Going through the locks at Esna, we encountered a spectacle that was very unusual. As the ship slows down to enter the lock, an armada of small wooden rowing boats descended on us. All of them were filled with vendors of textiles and other artefacts that they will throw up to you on the top deck of the cruise ship. The goods are protected by plastic bags, which in hand turn out to be useful containers for your payment that you sling down to the boat, should you wish to buy the article.
We later arrived in Aswan, which feels very much like arriving in Africa. The temperature increased by another notch and the local people, the Nubians, are definitely African in looks and no longer Egyptian. Aswan is the last city of Egypt. Famously known for the High Dam, south of here stretches the wide expanse of Lake Nasser and the desert all the way to Sudan.
On our last day in Aswan we ended the day with high tea at the Old Cataract Hotel. It was here that Agatha Christie wrote “Death on the River Nile”. We were fortunate enough to be shown around and got a glimpse of true old world luxury, while walking through the rooms and suites of the hotel. The Winston Churchill Suite offers commanding views of the Nile from its balcony, complete with two sitting areas and outdoor fans.
While I was eating the delicious morsels of food, that brought back memories of the best high teas in London, I pondered the stunning mix of impressions that I had that day. It had all started with a very early morning drive to Abu Simbel. This impressive temple complex was saved from the waters of Lake Nasser and moved to higher ground. Even under close inspection it is very hard to tell where the engineers had cut the buildings into blocks to move.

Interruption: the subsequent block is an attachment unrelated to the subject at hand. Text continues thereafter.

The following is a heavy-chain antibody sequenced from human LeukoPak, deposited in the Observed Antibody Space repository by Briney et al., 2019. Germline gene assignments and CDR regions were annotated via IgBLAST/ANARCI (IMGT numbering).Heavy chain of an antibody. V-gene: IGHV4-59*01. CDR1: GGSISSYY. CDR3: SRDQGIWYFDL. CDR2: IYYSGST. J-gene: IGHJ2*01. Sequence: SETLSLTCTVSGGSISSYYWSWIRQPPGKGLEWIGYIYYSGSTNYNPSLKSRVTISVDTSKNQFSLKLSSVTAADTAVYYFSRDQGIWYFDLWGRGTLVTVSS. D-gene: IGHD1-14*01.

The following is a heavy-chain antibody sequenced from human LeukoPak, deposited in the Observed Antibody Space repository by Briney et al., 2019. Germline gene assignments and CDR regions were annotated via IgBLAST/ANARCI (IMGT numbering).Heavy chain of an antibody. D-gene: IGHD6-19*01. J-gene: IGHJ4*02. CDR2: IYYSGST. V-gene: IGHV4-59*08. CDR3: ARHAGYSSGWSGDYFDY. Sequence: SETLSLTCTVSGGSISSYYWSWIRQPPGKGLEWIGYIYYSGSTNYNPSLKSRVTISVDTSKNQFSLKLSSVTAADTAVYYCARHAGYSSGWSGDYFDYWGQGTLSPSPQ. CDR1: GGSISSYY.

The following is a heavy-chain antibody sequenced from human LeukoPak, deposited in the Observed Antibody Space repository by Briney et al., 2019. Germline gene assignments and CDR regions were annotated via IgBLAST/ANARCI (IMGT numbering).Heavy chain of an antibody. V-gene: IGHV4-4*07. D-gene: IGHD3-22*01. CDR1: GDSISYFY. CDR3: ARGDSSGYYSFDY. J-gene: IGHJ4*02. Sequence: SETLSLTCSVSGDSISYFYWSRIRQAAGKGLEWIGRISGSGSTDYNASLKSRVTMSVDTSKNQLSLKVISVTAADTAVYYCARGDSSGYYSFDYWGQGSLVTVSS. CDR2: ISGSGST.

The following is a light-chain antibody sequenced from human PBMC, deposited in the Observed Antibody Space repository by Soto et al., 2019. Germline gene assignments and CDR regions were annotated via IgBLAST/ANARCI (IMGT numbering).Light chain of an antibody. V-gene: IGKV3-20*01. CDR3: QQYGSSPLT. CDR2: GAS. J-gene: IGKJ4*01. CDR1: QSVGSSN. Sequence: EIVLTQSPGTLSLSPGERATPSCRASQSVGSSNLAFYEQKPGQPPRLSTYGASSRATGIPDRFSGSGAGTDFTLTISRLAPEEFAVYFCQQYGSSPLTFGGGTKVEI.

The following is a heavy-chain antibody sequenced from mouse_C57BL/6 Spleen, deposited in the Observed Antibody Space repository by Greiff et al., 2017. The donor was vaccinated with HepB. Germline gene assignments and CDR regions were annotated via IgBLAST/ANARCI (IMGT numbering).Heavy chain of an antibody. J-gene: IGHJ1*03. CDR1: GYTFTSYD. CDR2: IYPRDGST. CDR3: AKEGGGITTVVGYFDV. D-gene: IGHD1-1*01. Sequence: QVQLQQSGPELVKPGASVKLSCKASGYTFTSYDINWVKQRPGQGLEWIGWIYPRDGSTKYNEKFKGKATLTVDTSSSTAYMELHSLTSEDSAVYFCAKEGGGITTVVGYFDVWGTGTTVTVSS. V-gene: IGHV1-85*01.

I was even more impressed by the fact that it had been built in the first place, in the heat of the desert and the middle of nowhere. As it was not too busy at Abu Simbel it was not too difficult to slightly close my eyes and wonder what life was like back when Ramses II had this complex built.
These thoughts were coming back to me as I was sipping Egyptian Mint Tea in a hotel that truly embodies the luxury that was enjoyed by a few at the beginning of the 20th century. About a hundred years ago, people started coming to Egypt to discover the wonders of Ancient Egypt. The main reason for building all the pyramids and temples was to live forever, and I found myself wondering if the Pharaohs have actually achieved this goal. We are still impressed by the magnificent structures that were built back then and over the years have discovered who built them and read about their lives in the hieroglyphics in the tombs. Not a bad effort, I think, for trying to be immortal.